Racism, Sexism and Michelle Obama

This morning as I drove to work, I caught a brief interview by Ari Shapiro on National Public Radio. He was talking to a woman attending a Romney event and her comments about Michelle Obama were troubling.

First of all, she stated that Michelle Obama doesn’t “look like a first lady.”  When pressed to explain this statement with its obvious racial overtones, she responded, “Can you imagine the Kennedys or the Bushes doing push-ups on the floor? I mean, you know, that’s just not a first lady.”

Besides lacking eloquence, her statement is ignorant and embarrassingly shallow. (And is it just me, or does this woman sound like a man? Listen for yourself.)

I’m glad she brought up the Kennedys. Let’s look at an article John Kennedy wrote for Sports Illustrated back in 1960 about the importance of physical activity in terms of the safety and well-being of our country. Kennedy writes:

“But the harsh fact of the matter is that there is also an increasingly large number of young Americans who are neglecting their bodies—whose physical fitness is not what it should be—who are getting soft. And such softness on the part of individual citizens can help to strip and destroy the vitality of a nation….For physical fitness is not only one of the most important keys to a healthy body; it is the basis of dynamic and creative intellectual activity. The relationship between the soundness of the body and the activities of the mind is subtle and complex. Much is not yet understood. But we do know what the Greeks knew: that intelligence and skill can only function at the peak of their capacity when the body is healthy and strong; that hardy spirits and tough minds usually inhabit sound bodies.”

Current neuroscience affirms Kennedy’s assertions. Physical activity is good for not only the body, but also the brain. Research demonstrates that students who engage in physical activity have higher IQs and receive better scores on standardized tests. If you don’t believe me, read Dr. John Ratey’s book Spark or Carla Hannaford’s book Smart Moves.

But this goes deeper than that. This is about expectations, women’s roles, and some archaic notions of femininity.  I’m sure this woman wasn’t offended by George Bush jogging in a tank top and shorts. Why was it such an affront to see the first lady wearing shorts?

And furthermore, why is physicality somehow incongruous with femininity?  Should women simply be quiet and nice to look at? That doesn’t fit my definition of femininity. The women I admire are strong; physically and mentally. They challenge me to be a better person and they continually challenge themselves to be better, too. They love the work they do and want to make the world a better place. They are brilliant writers, professors, administrative assistants, students, artists, Olympians, attorneys, CPAs, mothers, wives, nurses, church leaders, and coaches. They speak up when they see injustice and they demand excellence.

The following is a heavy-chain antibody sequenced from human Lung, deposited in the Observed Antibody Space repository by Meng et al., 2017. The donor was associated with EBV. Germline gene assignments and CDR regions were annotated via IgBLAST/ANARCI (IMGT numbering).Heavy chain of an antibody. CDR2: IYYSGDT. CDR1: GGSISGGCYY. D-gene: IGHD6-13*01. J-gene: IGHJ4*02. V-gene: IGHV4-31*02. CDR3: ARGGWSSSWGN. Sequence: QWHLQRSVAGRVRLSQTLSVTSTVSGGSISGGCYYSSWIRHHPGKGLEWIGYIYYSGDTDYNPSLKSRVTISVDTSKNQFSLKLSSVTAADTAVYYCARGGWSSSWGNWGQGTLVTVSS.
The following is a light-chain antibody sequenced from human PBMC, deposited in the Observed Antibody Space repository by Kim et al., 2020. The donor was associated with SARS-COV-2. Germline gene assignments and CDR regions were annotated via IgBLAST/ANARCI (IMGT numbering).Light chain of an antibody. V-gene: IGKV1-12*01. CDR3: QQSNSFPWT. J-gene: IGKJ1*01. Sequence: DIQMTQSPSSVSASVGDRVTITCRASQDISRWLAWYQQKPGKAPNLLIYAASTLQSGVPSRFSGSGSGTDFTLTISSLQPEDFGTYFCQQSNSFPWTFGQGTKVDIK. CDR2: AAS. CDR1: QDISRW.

Rather than paying any attention to racist and sexist comments, let’s hope the first lady keeps working out and building strong bones. Let’s hope she doesn’t fall and fracture her hip and sacrum like Nancy Reagan did. (Oh, and speaking of the Reagans, research indicates that Alzheimer’s can be postponed or even prevented with exercise.) Let’s hope that she continues to be a strong, fit role model for Americans. After all, according to the  Center for Disease Control, over 1/3 of the US population is obese. You can look at that as an aesthetic issue, or you can look at it for what it will undoubtedly become: the demise of our health care system and our ability to compete as a nation.  Your choice.

Women readers have another choice: you can buck societal conventions and be strong, healthy and powerful. You can redefine femininity on your own terms and you can tackle problems that plague your community, your country, or humanity in general. You can, as Marge Piercey says, “Be of Use.” Or perhaps you would prefer to be an attractive accessory. What will it be?

I live on a 20-acre ranch with my husband. He doesn’t think it’s manly when I help him with chores or lift heavy items. He doesn’t think it is unseemly that I can do more pull ups than he can. In fact, he thinks it is hot.

 

About The Author

Amy Scott

Amy Scott Erickson has a master’s degree from the University of Minnesota and a bachelor’s degree from the University of Wisconsin—Madison. She is currently the dean of the Health Fitness Specialist degree at Globe University and is a certified Muscle Activation Techniques Specialist. Prior to her role as a dean, Amy was a rowing coach and recruiting coordinator for the University of Texas and the Head Strength & Conditioning coach for the University of Minnesota Women’s Athletic Department. A former Division I athlete, Amy now enjoys cycling, aerial yoga, strength training and is considering taking up rodeo as a new sport.